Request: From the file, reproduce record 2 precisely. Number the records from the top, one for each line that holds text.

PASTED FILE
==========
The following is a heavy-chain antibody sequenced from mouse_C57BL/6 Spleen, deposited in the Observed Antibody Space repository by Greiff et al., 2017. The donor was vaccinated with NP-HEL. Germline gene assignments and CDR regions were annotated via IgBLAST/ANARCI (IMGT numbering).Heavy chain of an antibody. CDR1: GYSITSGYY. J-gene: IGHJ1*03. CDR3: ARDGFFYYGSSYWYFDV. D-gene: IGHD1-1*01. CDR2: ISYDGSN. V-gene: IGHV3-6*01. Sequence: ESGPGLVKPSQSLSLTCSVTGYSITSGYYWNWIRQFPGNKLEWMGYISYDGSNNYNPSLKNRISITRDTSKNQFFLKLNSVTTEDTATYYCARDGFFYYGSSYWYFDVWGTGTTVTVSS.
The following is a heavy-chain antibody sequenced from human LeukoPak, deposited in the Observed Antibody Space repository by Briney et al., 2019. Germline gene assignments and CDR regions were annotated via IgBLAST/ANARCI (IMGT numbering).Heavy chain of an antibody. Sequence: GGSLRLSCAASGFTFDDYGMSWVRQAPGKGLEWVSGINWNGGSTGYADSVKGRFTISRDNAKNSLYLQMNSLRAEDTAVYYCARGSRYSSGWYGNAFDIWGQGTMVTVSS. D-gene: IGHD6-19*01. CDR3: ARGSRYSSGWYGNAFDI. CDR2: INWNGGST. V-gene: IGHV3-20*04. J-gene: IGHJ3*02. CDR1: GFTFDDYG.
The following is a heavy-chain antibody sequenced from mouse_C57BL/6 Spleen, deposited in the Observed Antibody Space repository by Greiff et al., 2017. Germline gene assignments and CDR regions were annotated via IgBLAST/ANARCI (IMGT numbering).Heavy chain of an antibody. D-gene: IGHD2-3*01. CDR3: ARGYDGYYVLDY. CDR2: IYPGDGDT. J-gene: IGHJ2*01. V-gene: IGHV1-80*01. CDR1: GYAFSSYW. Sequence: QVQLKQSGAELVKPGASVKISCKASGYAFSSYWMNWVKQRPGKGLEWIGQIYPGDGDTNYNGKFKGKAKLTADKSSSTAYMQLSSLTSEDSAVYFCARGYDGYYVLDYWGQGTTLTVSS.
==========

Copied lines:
The following is a heavy-chain antibody sequenced from human LeukoPak, deposited in the Observed Antibody Space repository by Briney et al., 2019. Germline gene assignments and CDR regions were annotated via IgBLAST/ANARCI (IMGT numbering).Heavy chain of an antibody. Sequence: GGSLRLSCAASGFTFDDYGMSWVRQAPGKGLEWVSGINWNGGSTGYADSVKGRFTISRDNAKNSLYLQMNSLRAEDTAVYYCARGSRYSSGWYGNAFDIWGQGTMVTVSS. D-gene: IGHD6-19*01. CDR3: ARGSRYSSGWYGNAFDI. CDR2: INWNGGST. V-gene: IGHV3-20*04. J-gene: IGHJ3*02. CDR1: GFTFDDYG.